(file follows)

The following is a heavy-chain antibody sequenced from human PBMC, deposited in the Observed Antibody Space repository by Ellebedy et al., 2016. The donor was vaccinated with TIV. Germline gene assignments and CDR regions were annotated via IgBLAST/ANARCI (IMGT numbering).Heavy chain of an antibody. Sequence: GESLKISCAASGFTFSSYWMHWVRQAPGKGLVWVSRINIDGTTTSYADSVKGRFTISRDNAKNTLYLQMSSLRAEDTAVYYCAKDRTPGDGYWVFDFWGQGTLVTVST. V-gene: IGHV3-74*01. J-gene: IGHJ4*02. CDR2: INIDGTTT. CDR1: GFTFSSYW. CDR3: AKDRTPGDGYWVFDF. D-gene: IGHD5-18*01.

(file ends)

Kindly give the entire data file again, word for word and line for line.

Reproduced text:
The following is a heavy-chain antibody sequenced from human PBMC, deposited in the Observed Antibody Space repository by Ellebedy et al., 2016. The donor was vaccinated with TIV. Germline gene assignments and CDR regions were annotated via IgBLAST/ANARCI (IMGT numbering).Heavy chain of an antibody. Sequence: GESLKISCAASGFTFSSYWMHWVRQAPGKGLVWVSRINIDGTTTSYADSVKGRFTISRDNAKNTLYLQMSSLRAEDTAVYYCAKDRTPGDGYWVFDFWGQGTLVTVST. V-gene: IGHV3-74*01. J-gene: IGHJ4*02. CDR2: INIDGTTT. CDR1: GFTFSSYW. CDR3: AKDRTPGDGYWVFDF. D-gene: IGHD5-18*01.